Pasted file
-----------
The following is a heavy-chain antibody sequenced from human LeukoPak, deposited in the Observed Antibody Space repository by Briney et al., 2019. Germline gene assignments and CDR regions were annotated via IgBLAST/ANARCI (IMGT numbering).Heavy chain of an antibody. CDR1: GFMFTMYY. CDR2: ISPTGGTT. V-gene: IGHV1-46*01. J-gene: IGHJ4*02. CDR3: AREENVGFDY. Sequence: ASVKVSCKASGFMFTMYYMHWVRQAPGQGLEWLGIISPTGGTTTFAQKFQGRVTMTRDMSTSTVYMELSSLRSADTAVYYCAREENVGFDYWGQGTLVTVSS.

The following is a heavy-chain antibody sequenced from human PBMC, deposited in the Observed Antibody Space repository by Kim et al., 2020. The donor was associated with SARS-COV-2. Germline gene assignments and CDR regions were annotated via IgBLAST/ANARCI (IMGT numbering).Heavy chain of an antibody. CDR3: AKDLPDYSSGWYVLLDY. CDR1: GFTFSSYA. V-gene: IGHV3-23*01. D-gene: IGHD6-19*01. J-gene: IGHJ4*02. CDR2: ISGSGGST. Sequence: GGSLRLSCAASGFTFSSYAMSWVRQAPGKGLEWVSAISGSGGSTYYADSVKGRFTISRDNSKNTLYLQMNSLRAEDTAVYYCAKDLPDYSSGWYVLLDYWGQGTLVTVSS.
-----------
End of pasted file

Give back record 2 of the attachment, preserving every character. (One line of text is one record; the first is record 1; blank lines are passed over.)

The following is a heavy-chain antibody sequenced from human PBMC, deposited in the Observed Antibody Space repository by Kim et al., 2020. The donor was associated with SARS-COV-2. Germline gene assignments and CDR regions were annotated via IgBLAST/ANARCI (IMGT numbering).Heavy chain of an antibody. CDR3: AKDLPDYSSGWYVLLDY. CDR1: GFTFSSYA. V-gene: IGHV3-23*01. D-gene: IGHD6-19*01. J-gene: IGHJ4*02. CDR2: ISGSGGST. Sequence: GGSLRLSCAASGFTFSSYAMSWVRQAPGKGLEWVSAISGSGGSTYYADSVKGRFTISRDNSKNTLYLQMNSLRAEDTAVYYCAKDLPDYSSGWYVLLDYWGQGTLVTVSS.